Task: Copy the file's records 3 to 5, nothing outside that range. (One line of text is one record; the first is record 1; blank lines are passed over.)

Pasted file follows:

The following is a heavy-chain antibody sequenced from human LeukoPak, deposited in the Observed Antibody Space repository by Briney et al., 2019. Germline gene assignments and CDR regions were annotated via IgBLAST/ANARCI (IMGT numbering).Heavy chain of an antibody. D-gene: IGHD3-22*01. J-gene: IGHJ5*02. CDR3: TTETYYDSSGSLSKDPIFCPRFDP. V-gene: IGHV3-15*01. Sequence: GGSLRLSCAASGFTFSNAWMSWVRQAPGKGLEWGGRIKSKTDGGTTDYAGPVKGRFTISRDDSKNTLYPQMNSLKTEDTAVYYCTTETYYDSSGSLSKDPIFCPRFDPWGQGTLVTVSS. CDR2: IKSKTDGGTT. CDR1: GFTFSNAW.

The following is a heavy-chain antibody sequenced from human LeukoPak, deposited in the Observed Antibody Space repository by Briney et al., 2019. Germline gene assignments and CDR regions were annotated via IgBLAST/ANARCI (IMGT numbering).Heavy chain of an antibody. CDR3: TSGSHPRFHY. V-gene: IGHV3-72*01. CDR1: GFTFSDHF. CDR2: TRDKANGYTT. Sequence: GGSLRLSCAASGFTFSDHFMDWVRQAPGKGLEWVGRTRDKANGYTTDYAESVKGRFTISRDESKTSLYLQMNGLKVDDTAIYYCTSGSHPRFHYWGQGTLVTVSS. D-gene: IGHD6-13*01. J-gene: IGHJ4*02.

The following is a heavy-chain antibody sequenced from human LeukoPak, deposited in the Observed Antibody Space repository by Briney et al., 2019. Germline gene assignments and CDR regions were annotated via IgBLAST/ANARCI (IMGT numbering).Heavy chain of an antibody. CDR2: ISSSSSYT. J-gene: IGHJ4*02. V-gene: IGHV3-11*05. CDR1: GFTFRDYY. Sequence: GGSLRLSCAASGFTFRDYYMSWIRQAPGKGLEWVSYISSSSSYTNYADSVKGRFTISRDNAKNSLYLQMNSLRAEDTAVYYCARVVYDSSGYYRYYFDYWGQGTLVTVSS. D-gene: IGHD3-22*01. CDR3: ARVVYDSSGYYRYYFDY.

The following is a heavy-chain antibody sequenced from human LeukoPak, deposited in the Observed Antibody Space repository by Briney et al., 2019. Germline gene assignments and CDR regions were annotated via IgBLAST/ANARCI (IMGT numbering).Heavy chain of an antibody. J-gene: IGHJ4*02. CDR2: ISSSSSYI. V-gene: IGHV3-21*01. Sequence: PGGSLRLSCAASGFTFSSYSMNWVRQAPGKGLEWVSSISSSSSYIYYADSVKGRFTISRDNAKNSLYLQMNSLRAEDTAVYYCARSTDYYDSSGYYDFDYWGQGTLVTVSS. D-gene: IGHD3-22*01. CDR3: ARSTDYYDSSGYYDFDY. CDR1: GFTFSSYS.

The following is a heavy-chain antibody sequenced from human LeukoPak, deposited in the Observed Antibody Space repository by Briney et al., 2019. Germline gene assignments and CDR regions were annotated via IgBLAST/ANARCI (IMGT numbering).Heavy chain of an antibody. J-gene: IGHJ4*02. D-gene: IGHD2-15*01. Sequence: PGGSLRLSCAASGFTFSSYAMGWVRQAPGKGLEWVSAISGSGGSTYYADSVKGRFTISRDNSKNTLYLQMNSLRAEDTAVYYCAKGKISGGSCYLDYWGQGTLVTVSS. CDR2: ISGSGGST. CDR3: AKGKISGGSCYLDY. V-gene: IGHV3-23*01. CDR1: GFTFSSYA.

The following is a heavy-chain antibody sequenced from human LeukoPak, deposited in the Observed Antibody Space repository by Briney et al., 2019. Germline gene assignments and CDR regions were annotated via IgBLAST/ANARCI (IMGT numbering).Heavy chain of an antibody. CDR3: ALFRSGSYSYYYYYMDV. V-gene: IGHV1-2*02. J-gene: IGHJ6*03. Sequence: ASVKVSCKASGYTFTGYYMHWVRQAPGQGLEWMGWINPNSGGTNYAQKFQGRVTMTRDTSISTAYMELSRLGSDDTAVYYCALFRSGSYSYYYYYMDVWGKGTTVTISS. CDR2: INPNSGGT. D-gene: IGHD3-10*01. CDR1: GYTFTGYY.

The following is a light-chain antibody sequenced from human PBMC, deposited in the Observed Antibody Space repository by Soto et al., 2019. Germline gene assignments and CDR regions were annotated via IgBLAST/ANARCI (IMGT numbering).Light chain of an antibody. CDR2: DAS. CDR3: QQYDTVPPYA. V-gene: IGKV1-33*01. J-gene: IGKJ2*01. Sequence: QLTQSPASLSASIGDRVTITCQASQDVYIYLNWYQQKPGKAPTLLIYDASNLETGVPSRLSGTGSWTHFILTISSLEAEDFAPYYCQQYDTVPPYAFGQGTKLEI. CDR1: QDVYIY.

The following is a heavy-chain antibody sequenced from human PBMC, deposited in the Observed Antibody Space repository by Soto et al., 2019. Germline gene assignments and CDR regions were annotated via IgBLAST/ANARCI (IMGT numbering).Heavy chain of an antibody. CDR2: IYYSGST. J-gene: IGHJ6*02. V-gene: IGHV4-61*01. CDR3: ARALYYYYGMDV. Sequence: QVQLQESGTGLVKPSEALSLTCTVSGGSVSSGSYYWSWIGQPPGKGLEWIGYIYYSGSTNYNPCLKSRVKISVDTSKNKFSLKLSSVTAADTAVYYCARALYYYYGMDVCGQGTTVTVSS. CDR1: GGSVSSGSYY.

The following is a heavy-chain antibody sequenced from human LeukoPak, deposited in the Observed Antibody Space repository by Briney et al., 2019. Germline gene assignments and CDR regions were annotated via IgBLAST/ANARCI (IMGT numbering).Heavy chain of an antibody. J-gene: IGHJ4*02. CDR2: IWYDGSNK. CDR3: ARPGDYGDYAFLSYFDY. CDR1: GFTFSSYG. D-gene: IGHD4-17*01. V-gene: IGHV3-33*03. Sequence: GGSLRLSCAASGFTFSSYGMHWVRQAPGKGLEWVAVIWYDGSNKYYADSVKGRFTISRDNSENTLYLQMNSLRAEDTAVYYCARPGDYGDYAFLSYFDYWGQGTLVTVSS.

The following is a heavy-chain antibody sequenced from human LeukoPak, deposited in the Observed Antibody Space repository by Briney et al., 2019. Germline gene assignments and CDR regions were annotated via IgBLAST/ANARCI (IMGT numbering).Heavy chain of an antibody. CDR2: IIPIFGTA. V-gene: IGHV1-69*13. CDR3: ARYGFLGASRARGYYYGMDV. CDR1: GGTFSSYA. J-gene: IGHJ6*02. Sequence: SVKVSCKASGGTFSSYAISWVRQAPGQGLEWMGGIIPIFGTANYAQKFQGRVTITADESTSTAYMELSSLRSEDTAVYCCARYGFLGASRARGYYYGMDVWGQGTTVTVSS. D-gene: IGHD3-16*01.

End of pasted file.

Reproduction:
The following is a heavy-chain antibody sequenced from human LeukoPak, deposited in the Observed Antibody Space repository by Briney et al., 2019. Germline gene assignments and CDR regions were annotated via IgBLAST/ANARCI (IMGT numbering).Heavy chain of an antibody. CDR2: ISSSSSYT. J-gene: IGHJ4*02. V-gene: IGHV3-11*05. CDR1: GFTFRDYY. Sequence: GGSLRLSCAASGFTFRDYYMSWIRQAPGKGLEWVSYISSSSSYTNYADSVKGRFTISRDNAKNSLYLQMNSLRAEDTAVYYCARVVYDSSGYYRYYFDYWGQGTLVTVSS. D-gene: IGHD3-22*01. CDR3: ARVVYDSSGYYRYYFDY.

The following is a heavy-chain antibody sequenced from human LeukoPak, deposited in the Observed Antibody Space repository by Briney et al., 2019. Germline gene assignments and CDR regions were annotated via IgBLAST/ANARCI (IMGT numbering).Heavy chain of an antibody. J-gene: IGHJ4*02. CDR2: ISSSSSYI. V-gene: IGHV3-21*01. Sequence: PGGSLRLSCAASGFTFSSYSMNWVRQAPGKGLEWVSSISSSSSYIYYADSVKGRFTISRDNAKNSLYLQMNSLRAEDTAVYYCARSTDYYDSSGYYDFDYWGQGTLVTVSS. D-gene: IGHD3-22*01. CDR3: ARSTDYYDSSGYYDFDY. CDR1: GFTFSSYS.

The following is a heavy-chain antibody sequenced from human LeukoPak, deposited in the Observed Antibody Space repository by Briney et al., 2019. Germline gene assignments and CDR regions were annotated via IgBLAST/ANARCI (IMGT numbering).Heavy chain of an antibody. J-gene: IGHJ4*02. D-gene: IGHD2-15*01. Sequence: PGGSLRLSCAASGFTFSSYAMGWVRQAPGKGLEWVSAISGSGGSTYYADSVKGRFTISRDNSKNTLYLQMNSLRAEDTAVYYCAKGKISGGSCYLDYWGQGTLVTVSS. CDR2: ISGSGGST. CDR3: AKGKISGGSCYLDY. V-gene: IGHV3-23*01. CDR1: GFTFSSYA.